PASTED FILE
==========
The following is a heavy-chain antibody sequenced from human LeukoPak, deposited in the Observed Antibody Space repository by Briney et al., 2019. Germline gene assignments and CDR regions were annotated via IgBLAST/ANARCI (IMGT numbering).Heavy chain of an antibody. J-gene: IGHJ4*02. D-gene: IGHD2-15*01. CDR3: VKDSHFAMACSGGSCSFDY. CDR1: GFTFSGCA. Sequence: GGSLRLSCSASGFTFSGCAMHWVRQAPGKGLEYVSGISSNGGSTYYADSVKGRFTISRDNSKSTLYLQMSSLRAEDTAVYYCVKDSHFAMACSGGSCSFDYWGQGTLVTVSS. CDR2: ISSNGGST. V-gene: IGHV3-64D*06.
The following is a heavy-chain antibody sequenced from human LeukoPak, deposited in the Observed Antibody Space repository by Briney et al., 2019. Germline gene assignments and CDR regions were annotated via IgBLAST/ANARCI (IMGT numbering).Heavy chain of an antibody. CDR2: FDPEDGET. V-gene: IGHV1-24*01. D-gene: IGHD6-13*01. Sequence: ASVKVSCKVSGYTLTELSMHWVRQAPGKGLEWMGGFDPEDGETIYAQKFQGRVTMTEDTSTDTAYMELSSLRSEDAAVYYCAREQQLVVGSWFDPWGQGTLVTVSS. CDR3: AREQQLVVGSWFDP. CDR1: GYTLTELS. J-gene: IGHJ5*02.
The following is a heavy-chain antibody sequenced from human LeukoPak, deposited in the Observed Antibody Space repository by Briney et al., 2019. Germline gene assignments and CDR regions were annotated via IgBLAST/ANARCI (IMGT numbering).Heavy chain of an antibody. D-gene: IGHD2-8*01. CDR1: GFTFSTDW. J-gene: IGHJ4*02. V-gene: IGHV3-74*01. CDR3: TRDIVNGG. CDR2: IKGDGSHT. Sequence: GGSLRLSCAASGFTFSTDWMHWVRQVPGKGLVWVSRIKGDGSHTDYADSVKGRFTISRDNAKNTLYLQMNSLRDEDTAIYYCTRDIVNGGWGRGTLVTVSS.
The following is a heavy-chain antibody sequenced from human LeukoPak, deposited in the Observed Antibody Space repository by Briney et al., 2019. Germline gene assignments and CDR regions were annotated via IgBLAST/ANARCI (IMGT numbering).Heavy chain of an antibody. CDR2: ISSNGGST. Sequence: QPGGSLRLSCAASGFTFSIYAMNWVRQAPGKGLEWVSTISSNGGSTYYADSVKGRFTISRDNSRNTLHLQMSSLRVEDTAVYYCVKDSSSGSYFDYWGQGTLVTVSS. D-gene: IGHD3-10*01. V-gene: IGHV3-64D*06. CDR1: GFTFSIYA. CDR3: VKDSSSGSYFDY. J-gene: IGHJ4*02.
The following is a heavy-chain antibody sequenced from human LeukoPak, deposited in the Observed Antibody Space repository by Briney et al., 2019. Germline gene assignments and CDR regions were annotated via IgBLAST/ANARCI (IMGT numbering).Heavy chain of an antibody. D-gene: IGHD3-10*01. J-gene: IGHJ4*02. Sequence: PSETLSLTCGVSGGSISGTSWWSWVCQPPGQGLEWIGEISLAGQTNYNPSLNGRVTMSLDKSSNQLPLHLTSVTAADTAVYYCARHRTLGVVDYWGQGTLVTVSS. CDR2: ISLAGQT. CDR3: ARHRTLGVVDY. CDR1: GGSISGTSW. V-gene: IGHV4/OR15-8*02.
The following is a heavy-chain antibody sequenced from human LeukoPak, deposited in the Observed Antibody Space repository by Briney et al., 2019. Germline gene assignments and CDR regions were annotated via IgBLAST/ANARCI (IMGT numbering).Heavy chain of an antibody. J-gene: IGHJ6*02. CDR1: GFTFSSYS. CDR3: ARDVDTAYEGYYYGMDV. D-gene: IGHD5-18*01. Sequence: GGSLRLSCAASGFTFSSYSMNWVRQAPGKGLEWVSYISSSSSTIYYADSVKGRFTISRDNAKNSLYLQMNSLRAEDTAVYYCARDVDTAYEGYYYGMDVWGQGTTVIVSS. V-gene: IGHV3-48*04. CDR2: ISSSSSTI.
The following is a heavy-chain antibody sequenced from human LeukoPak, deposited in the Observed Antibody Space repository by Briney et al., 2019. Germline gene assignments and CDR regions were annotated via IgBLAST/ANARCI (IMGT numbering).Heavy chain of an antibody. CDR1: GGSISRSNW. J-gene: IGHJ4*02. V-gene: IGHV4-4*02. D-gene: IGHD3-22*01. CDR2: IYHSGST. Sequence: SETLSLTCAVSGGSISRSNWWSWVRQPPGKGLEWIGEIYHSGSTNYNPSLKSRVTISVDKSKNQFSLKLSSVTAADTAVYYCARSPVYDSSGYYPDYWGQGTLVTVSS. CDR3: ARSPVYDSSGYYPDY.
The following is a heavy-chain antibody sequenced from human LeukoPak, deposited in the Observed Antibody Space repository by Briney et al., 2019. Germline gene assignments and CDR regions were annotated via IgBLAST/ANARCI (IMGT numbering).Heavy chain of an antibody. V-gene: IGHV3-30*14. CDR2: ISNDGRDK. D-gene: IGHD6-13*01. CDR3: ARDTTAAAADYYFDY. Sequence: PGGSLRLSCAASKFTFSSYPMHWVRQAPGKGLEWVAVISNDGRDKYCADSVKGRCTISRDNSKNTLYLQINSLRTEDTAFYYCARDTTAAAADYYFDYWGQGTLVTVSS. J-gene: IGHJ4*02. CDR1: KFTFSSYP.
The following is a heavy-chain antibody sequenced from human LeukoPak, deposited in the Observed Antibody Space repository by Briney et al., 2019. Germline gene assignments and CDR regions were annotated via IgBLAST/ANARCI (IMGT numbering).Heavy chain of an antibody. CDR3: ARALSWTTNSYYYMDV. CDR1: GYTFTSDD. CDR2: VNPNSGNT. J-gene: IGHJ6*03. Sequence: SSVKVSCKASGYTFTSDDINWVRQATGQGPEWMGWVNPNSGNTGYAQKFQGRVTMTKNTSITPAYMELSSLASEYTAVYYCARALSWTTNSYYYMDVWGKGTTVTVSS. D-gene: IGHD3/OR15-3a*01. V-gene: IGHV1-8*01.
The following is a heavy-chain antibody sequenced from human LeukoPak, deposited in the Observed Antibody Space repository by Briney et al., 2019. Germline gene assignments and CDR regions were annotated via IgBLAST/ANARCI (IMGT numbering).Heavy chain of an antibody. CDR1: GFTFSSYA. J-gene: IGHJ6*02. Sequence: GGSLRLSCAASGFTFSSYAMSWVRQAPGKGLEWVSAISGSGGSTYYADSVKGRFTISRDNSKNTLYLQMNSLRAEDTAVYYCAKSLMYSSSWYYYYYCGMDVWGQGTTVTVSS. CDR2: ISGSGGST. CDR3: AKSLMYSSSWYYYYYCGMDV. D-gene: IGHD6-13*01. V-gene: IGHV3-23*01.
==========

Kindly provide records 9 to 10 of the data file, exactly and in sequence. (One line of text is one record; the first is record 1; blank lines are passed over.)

The following is a heavy-chain antibody sequenced from human LeukoPak, deposited in the Observed Antibody Space repository by Briney et al., 2019. Germline gene assignments and CDR regions were annotated via IgBLAST/ANARCI (IMGT numbering).Heavy chain of an antibody. CDR3: ARALSWTTNSYYYMDV. CDR1: GYTFTSDD. CDR2: VNPNSGNT. J-gene: IGHJ6*03. Sequence: SSVKVSCKASGYTFTSDDINWVRQATGQGPEWMGWVNPNSGNTGYAQKFQGRVTMTKNTSITPAYMELSSLASEYTAVYYCARALSWTTNSYYYMDVWGKGTTVTVSS. D-gene: IGHD3/OR15-3a*01. V-gene: IGHV1-8*01.
The following is a heavy-chain antibody sequenced from human LeukoPak, deposited in the Observed Antibody Space repository by Briney et al., 2019. Germline gene assignments and CDR regions were annotated via IgBLAST/ANARCI (IMGT numbering).Heavy chain of an antibody. CDR1: GFTFSSYA. J-gene: IGHJ6*02. Sequence: GGSLRLSCAASGFTFSSYAMSWVRQAPGKGLEWVSAISGSGGSTYYADSVKGRFTISRDNSKNTLYLQMNSLRAEDTAVYYCAKSLMYSSSWYYYYYCGMDVWGQGTTVTVSS. CDR2: ISGSGGST. CDR3: AKSLMYSSSWYYYYYCGMDV. D-gene: IGHD6-13*01. V-gene: IGHV3-23*01.